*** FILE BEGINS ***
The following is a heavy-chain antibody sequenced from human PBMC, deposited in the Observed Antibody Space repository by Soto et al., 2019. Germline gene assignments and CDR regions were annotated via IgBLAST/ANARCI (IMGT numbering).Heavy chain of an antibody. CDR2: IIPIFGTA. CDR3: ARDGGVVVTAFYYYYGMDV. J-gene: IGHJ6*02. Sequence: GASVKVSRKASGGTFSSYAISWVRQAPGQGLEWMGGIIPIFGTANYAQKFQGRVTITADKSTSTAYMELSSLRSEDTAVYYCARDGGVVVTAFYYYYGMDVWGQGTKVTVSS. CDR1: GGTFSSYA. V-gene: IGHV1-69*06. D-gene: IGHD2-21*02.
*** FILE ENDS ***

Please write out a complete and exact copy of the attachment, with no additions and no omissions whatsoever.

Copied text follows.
The following is a heavy-chain antibody sequenced from human PBMC, deposited in the Observed Antibody Space repository by Soto et al., 2019. Germline gene assignments and CDR regions were annotated via IgBLAST/ANARCI (IMGT numbering).Heavy chain of an antibody. CDR2: IIPIFGTA. CDR3: ARDGGVVVTAFYYYYGMDV. J-gene: IGHJ6*02. Sequence: GASVKVSRKASGGTFSSYAISWVRQAPGQGLEWMGGIIPIFGTANYAQKFQGRVTITADKSTSTAYMELSSLRSEDTAVYYCARDGGVVVTAFYYYYGMDVWGQGTKVTVSS. CDR1: GGTFSSYA. V-gene: IGHV1-69*06. D-gene: IGHD2-21*02.